Mike Lawrence
Mike Lawrence

Wikipedia: Michael Steven Lawrence (born May 28, 1940) is an American bridge player, teacher, theorist, and prolific writer. Lawrence was born in San Francisco. He started playing bridge while he was a chemistry student at the University of California.

In 1968, he was invited by Ira Corn to join the newly formed Dallas Aces team. He formed a partnership with Bobby Goldman, with whom he played a 2/1 game forcing system. They started by winning several North American Bridge Championships and, after a long Italian Blue Team reign, returned the world crown to America by winning the Bermuda Bowls in 1970 and 1971. Lawrence and James Jacoby left the Aces in 1973.

He has written more than twenty books. He received numerous book-of-the-year awards starting with his first book, How to Read Your Opponents’ Cards. He contributed to the theory of 2/1 game forcing systems, and his “2/1 semi-forcing” approach competes with Max Hardy’s “unconditional forcing” approach. Together, they wrote the book Standard Bridge Bidding for the 21st Century in 2000. He also helped develop educational bridge software with Fred Gitelman.

In addition to his world championships with the Aces, Lawrence has won another Bermuda Bowl in 1987 in partnership with Hugh Ross along with  teammates Hamman, Wolff, Martel and Stansby.

IMPs Dealer North. N/S Vul

J 10 8 3
A Q 2
Q 6
K J 9 7
A 7 6
9 7 3
K 10 5 4 3
A 3
West North East South
1 Pass 2NT
Pass 3NT Pass Pass
Pass

South 2NT showed 13-14 high-card points.

West led the4 and dummy took the trick with the queen, East following with the8. Declarer led theJ and when it came around to West, he had to decide whether to win and if so, how to continue.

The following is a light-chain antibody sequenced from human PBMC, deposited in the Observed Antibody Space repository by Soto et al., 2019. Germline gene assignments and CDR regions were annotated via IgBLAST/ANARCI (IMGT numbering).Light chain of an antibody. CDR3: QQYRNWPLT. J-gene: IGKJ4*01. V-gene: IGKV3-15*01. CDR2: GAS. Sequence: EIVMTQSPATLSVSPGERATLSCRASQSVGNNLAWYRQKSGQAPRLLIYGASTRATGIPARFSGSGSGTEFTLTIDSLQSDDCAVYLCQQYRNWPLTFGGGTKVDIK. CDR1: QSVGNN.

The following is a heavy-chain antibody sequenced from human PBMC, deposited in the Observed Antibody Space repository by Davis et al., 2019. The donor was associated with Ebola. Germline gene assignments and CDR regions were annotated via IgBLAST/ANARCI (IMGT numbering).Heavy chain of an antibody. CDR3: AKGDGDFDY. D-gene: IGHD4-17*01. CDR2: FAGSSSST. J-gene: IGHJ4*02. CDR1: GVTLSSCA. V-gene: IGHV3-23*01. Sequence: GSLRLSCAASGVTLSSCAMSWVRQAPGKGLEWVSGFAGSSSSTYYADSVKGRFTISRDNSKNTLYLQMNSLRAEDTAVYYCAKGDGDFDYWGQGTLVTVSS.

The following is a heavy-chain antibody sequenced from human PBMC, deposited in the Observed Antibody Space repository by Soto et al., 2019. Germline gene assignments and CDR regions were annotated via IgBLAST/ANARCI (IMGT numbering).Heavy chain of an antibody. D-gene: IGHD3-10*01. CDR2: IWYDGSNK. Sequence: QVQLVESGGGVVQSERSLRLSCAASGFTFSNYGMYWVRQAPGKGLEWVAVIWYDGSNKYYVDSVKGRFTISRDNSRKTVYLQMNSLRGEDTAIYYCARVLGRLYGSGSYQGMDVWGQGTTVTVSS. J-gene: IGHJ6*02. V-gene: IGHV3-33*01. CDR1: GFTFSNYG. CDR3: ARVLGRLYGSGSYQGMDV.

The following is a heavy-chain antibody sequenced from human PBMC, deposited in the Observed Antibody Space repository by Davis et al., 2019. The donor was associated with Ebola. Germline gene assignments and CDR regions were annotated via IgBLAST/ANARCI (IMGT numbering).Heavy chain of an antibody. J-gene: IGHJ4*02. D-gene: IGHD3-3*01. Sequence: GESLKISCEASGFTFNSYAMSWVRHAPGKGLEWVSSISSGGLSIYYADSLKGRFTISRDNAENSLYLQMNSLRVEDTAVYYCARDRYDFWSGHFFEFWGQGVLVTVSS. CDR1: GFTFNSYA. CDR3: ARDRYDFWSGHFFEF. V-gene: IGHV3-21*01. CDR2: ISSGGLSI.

Do You have any ideas?

South made a good try to steal a spade trick before setting up club tricks, but West had theA and took it. It still required that West continue diamonds, but fearing that South had the ace and jack, he was hesitant to lead them again. East and West were using a convention called the “Foster Echo”. East, in this situation, is required to play the second highest diamond when he can´t beat dummy’s card. Here, that meant that East played the8. West couldn’t tell if East had the nine or the jack. The Foster Echo is a convention that has run its course and should now be relegated to the garbage heap.

Better is for East to signal this way. If dummy has one honor and plays it, as happens in the hand, East should play his second highest card only when he has the honor that West will be interested in. East can see that West will be interested in theJ so he plays the8 to say he has the missing honor. If East had 9 8 7, he would play his lowest card to indicate no interest. This treatment is much better than the Foster echo, which is more confusing than helpful.

J 10 8 3
A Q 2
Q 6
K J 9 7
A 7 6
9 7 3
K 10 5 4 3
A 3
5 4 2
J 10 6 5
J 8 2
8 6 5
K Q 9
K 8 4
A 9 7
Q 10 4 2

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